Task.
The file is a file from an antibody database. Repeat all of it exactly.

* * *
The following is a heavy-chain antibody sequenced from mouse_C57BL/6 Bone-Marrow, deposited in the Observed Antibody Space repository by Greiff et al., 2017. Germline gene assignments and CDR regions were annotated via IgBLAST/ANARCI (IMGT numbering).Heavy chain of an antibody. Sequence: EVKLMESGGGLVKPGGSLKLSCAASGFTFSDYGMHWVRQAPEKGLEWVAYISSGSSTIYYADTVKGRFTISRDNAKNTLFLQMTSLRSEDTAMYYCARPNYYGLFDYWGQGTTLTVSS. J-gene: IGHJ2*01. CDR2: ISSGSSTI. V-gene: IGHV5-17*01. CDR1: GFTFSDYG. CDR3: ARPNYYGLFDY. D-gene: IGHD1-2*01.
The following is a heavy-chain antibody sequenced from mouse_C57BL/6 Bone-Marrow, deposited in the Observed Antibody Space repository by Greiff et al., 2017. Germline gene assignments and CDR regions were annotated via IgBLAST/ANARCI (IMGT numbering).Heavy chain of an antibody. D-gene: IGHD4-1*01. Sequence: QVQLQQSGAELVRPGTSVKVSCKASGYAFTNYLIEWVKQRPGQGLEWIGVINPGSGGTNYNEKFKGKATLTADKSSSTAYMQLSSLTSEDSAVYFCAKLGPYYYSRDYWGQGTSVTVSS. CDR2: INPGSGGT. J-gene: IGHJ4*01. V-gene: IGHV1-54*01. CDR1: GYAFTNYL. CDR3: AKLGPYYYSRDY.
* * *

The following is a heavy-chain antibody sequenced from mouse_C57BL/6 Bone-Marrow, deposited in the Observed Antibody Space repository by Greiff et al., 2017. Germline gene assignments and CDR regions were annotated via IgBLAST/ANARCI (IMGT numbering).Heavy chain of an antibody. Sequence: EVKLMESGGGLVKPGGSLKLSCAASGFTFSDYGMHWVRQAPEKGLEWVAYISSGSSTIYYADTVKGRFTISRDNAKNTLFLQMTSLRSEDTAMYYCARPNYYGLFDYWGQGTTLTVSS. J-gene: IGHJ2*01. CDR2: ISSGSSTI. V-gene: IGHV5-17*01. CDR1: GFTFSDYG. CDR3: ARPNYYGLFDY. D-gene: IGHD1-2*01.
The following is a heavy-chain antibody sequenced from mouse_C57BL/6 Bone-Marrow, deposited in the Observed Antibody Space repository by Greiff et al., 2017. Germline gene assignments and CDR regions were annotated via IgBLAST/ANARCI (IMGT numbering).Heavy chain of an antibody. D-gene: IGHD4-1*01. Sequence: QVQLQQSGAELVRPGTSVKVSCKASGYAFTNYLIEWVKQRPGQGLEWIGVINPGSGGTNYNEKFKGKATLTADKSSSTAYMQLSSLTSEDSAVYFCAKLGPYYYSRDYWGQGTSVTVSS. CDR2: INPGSGGT. J-gene: IGHJ4*01. V-gene: IGHV1-54*01. CDR1: GYAFTNYL. CDR3: AKLGPYYYSRDY.